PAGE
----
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From: Kathy Gunter Sullivan <>
Subject: Re: [TGF] Pro Gen Chapter 14 question
Date: Thu, 28 Jan 2010 20:30:11 -0500
References: <5109CB1BD3F244A286E1E5B434670C77@AmyComputer> <01a801caa054$b5b38aa0$211a9fe0$@net><BDC44C38A174469BADF20EAA66926E35@AmyComputer>
In-Reply-To: <BDC44C38A174469BADF20EAA66926E35@AmyComputer>


Amy Dunn wrote:
> My problem is I have often ended up just counting the research, including any analysis, towards
> the hours that the client requested. My reports take twice as long to complete
> than the reports [KGS question: research?] to complete. I dislike chargnig for 4 hours of research and
> about six on a report, but if this is what the industry norm is I will go with it.
>
> ... I would prefer not to have to break down my client research and
> keep a record for them as to what was did where, but, the local government is
> nosey!
> [Snipped.]
>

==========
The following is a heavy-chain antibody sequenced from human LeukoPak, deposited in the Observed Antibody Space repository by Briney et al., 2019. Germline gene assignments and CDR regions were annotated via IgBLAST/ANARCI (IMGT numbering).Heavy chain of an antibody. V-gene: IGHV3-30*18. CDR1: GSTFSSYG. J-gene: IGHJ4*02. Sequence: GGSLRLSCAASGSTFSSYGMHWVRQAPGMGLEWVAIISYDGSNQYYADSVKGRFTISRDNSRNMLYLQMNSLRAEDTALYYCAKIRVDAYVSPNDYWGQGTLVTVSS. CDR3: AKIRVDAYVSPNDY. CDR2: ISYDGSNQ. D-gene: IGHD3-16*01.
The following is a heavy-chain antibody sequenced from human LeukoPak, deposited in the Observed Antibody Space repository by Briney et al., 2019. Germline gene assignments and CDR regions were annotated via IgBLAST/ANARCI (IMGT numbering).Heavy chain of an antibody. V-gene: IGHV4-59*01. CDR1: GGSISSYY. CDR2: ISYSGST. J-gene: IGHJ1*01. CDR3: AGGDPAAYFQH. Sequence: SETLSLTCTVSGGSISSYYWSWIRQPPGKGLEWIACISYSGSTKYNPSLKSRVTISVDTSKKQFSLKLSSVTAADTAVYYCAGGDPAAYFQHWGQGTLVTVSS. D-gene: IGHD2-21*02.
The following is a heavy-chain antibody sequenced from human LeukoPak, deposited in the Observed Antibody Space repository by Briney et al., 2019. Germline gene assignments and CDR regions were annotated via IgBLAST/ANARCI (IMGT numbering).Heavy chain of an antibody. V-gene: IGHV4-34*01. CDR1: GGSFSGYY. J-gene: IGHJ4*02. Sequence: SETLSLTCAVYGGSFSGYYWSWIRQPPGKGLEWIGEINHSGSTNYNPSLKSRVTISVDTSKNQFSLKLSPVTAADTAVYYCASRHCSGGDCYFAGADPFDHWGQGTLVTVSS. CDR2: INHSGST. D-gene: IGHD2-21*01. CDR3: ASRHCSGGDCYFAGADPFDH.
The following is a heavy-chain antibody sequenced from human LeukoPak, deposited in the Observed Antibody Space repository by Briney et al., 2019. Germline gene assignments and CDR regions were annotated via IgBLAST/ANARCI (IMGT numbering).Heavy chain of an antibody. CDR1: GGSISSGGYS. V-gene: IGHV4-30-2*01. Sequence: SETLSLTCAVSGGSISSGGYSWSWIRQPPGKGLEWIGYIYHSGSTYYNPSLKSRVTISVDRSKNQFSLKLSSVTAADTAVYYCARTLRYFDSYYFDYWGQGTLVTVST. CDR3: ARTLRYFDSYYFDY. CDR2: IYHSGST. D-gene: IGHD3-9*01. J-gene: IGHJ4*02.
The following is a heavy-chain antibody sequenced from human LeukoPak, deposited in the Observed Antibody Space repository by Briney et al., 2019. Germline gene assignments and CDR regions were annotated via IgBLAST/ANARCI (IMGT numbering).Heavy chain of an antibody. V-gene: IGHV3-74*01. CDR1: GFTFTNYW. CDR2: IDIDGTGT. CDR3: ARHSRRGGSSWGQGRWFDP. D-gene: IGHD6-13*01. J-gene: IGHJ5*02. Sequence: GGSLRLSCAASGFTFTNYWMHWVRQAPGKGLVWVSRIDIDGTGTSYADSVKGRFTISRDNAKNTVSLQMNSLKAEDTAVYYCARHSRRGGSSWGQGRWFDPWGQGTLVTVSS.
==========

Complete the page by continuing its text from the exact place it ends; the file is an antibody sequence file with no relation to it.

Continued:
Amy,

I venture to guess that _every_ genealogist's report requires more time
than the research itself. Why? Because we are compelled to /Iexplain//
the findings, provide //context// of the findings, and //educate// the
client about why these findings accomplish their goals (or sometimes,
unfortunately, do not). These are the abilities that a genealogist
skilled in the records under examination possesses, and are the reason
why a skilled genealogist is needed by a client. Anyone can "find
records." Knowledge of where the records exist (or do not) and
interpretation of those records is why the client needs your valuable
expertise.

Your analysis of the project, your research, and your report of findings
are a package that you provide to the client. You **should not** break
down the hours spent on each segment of the investigation in the
client's report. The client does not need a "research log and time
spent." That data is developed only for your personal business costs
analysis.

Does this help at all?

Kathy

Kathy Gunter Sullivan
Charlotte, North Carolina



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